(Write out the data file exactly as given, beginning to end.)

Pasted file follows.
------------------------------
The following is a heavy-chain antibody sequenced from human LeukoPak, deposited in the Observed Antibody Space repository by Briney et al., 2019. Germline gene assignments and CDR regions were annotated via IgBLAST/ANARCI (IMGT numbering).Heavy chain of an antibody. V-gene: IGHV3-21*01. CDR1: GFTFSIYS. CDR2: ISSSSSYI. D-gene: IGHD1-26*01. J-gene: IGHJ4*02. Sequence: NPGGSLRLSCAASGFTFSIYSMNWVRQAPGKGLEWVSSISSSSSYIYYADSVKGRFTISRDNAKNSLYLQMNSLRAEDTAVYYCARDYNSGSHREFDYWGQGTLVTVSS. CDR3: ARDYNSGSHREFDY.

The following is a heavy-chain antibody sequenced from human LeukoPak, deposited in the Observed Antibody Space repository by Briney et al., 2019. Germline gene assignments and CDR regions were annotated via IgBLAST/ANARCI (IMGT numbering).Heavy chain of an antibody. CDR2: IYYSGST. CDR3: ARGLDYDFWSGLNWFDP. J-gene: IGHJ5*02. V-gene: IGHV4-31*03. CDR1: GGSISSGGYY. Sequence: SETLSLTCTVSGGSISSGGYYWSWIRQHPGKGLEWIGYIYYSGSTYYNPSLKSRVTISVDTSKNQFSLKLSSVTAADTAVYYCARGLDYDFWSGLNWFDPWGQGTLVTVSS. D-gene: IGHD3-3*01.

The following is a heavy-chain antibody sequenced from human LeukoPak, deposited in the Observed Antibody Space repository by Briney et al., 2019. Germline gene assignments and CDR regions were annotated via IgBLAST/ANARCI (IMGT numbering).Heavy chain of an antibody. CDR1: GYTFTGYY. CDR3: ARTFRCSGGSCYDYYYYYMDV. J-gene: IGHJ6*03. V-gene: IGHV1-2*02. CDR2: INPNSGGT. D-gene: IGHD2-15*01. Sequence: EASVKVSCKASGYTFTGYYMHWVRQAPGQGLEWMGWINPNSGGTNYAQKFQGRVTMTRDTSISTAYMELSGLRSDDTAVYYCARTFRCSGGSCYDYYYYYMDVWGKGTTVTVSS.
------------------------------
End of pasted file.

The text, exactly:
The following is a heavy-chain antibody sequenced from human LeukoPak, deposited in the Observed Antibody Space repository by Briney et al., 2019. Germline gene assignments and CDR regions were annotated via IgBLAST/ANARCI (IMGT numbering).Heavy chain of an antibody. V-gene: IGHV3-21*01. CDR1: GFTFSIYS. CDR2: ISSSSSYI. D-gene: IGHD1-26*01. J-gene: IGHJ4*02. Sequence: NPGGSLRLSCAASGFTFSIYSMNWVRQAPGKGLEWVSSISSSSSYIYYADSVKGRFTISRDNAKNSLYLQMNSLRAEDTAVYYCARDYNSGSHREFDYWGQGTLVTVSS. CDR3: ARDYNSGSHREFDY.

The following is a heavy-chain antibody sequenced from human LeukoPak, deposited in the Observed Antibody Space repository by Briney et al., 2019. Germline gene assignments and CDR regions were annotated via IgBLAST/ANARCI (IMGT numbering).Heavy chain of an antibody. CDR2: IYYSGST. CDR3: ARGLDYDFWSGLNWFDP. J-gene: IGHJ5*02. V-gene: IGHV4-31*03. CDR1: GGSISSGGYY. Sequence: SETLSLTCTVSGGSISSGGYYWSWIRQHPGKGLEWIGYIYYSGSTYYNPSLKSRVTISVDTSKNQFSLKLSSVTAADTAVYYCARGLDYDFWSGLNWFDPWGQGTLVTVSS. D-gene: IGHD3-3*01.

The following is a heavy-chain antibody sequenced from human LeukoPak, deposited in the Observed Antibody Space repository by Briney et al., 2019. Germline gene assignments and CDR regions were annotated via IgBLAST/ANARCI (IMGT numbering).Heavy chain of an antibody. CDR1: GYTFTGYY. CDR3: ARTFRCSGGSCYDYYYYYMDV. J-gene: IGHJ6*03. V-gene: IGHV1-2*02. CDR2: INPNSGGT. D-gene: IGHD2-15*01. Sequence: EASVKVSCKASGYTFTGYYMHWVRQAPGQGLEWMGWINPNSGGTNYAQKFQGRVTMTRDTSISTAYMELSGLRSDDTAVYYCARTFRCSGGSCYDYYYYYMDVWGKGTTVTVSS.